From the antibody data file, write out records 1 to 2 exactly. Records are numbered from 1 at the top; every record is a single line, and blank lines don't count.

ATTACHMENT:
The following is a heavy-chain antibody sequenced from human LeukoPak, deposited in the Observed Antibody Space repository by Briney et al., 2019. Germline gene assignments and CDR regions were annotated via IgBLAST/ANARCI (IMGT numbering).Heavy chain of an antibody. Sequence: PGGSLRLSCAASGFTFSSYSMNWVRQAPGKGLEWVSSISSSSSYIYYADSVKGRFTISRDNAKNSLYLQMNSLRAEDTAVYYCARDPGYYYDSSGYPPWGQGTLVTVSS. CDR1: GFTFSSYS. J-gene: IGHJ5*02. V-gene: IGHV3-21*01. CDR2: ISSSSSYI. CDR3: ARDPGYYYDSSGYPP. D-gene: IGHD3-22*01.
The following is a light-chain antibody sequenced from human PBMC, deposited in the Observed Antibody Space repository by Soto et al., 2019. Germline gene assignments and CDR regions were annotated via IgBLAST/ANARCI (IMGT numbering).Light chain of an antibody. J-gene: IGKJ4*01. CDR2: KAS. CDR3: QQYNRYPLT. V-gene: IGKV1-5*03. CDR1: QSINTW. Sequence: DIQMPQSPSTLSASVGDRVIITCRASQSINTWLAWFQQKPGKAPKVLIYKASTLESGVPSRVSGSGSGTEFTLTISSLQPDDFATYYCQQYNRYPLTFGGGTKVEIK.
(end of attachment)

The following is a heavy-chain antibody sequenced from human LeukoPak, deposited in the Observed Antibody Space repository by Briney et al., 2019. Germline gene assignments and CDR regions were annotated via IgBLAST/ANARCI (IMGT numbering).Heavy chain of an antibody. Sequence: PGGSLRLSCAASGFTFSSYSMNWVRQAPGKGLEWVSSISSSSSYIYYADSVKGRFTISRDNAKNSLYLQMNSLRAEDTAVYYCARDPGYYYDSSGYPPWGQGTLVTVSS. CDR1: GFTFSSYS. J-gene: IGHJ5*02. V-gene: IGHV3-21*01. CDR2: ISSSSSYI. CDR3: ARDPGYYYDSSGYPP. D-gene: IGHD3-22*01.
The following is a light-chain antibody sequenced from human PBMC, deposited in the Observed Antibody Space repository by Soto et al., 2019. Germline gene assignments and CDR regions were annotated via IgBLAST/ANARCI (IMGT numbering).Light chain of an antibody. J-gene: IGKJ4*01. CDR2: KAS. CDR3: QQYNRYPLT. V-gene: IGKV1-5*03. CDR1: QSINTW. Sequence: DIQMPQSPSTLSASVGDRVIITCRASQSINTWLAWFQQKPGKAPKVLIYKASTLESGVPSRVSGSGSGTEFTLTISSLQPDDFATYYCQQYNRYPLTFGGGTKVEIK.